However, Nine Newspapers indicates former and current staff say little has changed since the report was distributed within the organisation in 2020.
‘Staff painted a picture within AHPRA where workloads are unmanageable, women are mistreated, badmouthing colleagues occurs in the open and staff are put on stress leave, creating a “super toxic” and “stressful” workplace,’ the article states.
Interviewees said the culture caused the quality of work to deteriorate and heightened concerns that high-risk complaints could be missed.
The latest annual report from the National Health Practitioner Ombudsman stated it received 823 complaints about AHPRA in the past financial year, a 42% increase from the previous 12 months.
For Dr Kruys, the issues have to be addressed openly.

‘We now need to find out ASAP if the workplace culture issues AHPRA appears to have had in 2020 are still a problem and to what extent,’ he said.
‘If the allegations are true, transparency may be an issue here so a third-party intervention may need to be considered.’
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Dr Michael Eisa Georgy Eskander   20/01/2023 6:58:37 AM

Please increase non VR item number fees

Dr Guest   20/01/2023 8:29:35 AM

" Something is rotten in Denmark "

Dr Mulham Daas   20/01/2023 11:41:50 AM

This is the best way to deal with those people. Expose them to the public and hopefully the parliament will move eventually and cut their rogue power. This is dictatorship at its worst. When I made a complaint against someone, they made a clearly illogical decision. They told me they dont have to explain HOW they made that decision and what part of the regulations they depended on. I instructed mmy lawyer to subpoena their records to find out the hidden information they were hiding behind. That is the best way to deal with them.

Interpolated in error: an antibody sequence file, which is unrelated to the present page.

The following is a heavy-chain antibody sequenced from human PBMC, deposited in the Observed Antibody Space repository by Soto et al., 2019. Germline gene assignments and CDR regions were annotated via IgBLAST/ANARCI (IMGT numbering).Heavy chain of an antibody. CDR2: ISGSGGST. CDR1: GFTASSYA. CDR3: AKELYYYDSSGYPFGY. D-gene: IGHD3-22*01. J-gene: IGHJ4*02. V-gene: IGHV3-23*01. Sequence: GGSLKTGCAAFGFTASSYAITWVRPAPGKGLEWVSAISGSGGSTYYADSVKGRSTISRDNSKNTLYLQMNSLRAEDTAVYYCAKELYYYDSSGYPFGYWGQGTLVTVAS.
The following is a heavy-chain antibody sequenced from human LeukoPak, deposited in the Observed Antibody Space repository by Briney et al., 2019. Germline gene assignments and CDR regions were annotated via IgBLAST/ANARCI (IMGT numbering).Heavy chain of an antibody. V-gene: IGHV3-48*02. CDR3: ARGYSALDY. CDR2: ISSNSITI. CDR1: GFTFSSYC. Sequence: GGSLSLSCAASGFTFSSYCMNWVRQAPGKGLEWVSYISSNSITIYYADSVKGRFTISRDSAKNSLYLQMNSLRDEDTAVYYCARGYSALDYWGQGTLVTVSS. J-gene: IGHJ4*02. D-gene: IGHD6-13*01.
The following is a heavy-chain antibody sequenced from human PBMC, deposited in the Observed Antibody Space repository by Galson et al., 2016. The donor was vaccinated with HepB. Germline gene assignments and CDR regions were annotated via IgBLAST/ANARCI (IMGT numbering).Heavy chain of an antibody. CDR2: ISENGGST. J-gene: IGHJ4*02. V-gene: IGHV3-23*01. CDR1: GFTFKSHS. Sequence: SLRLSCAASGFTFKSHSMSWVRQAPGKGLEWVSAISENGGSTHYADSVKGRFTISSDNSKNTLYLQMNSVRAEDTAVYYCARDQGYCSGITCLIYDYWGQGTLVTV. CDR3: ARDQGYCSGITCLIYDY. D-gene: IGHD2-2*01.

Annonymous   21/01/2023 9:04:06 PM

This article does not surprise me one bit. I had a patient many years ago who walked into the consultation room announcing she worked at AHPRA! I thought so what but professional enough not to say anything. Was she trying to intimidate me or trying to get better treatment? Well let me tell you, she was unsuccessful either way!

Dr Raed Masoud   29/01/2023 1:22:59 PM

I have been under investigation by AHPRA for two years started March 2019 and concluded in January 2021 triggered by vexatious notification by a colleague. The lengthy process caused stress
& psychological trauma and suffeed as a result lichen planus in my wrists and ankles.
Just to sum up.....AHPRA and its staff think they own us as doctors and as organisation AHPRA should be transparent and fair and treat us with respect and courtesy. I UNDERSTAND that AHPRA's main priorities is to protect the public from incompetent doctors and disseminate good medical practice but not at the expense of doctors mental health and in my opinion this is a breech of AHPRA's duties .
In fact the system is subject to abuse by incompetent AHPRA's staff who think they have the upper hand ...this perception got to stop .
I'm not the same.. after 31 years of practice .I lost my self-confidence,
& completely disenchanted with my profession.
As a wise man once said holding a grudge is a stone in your heart.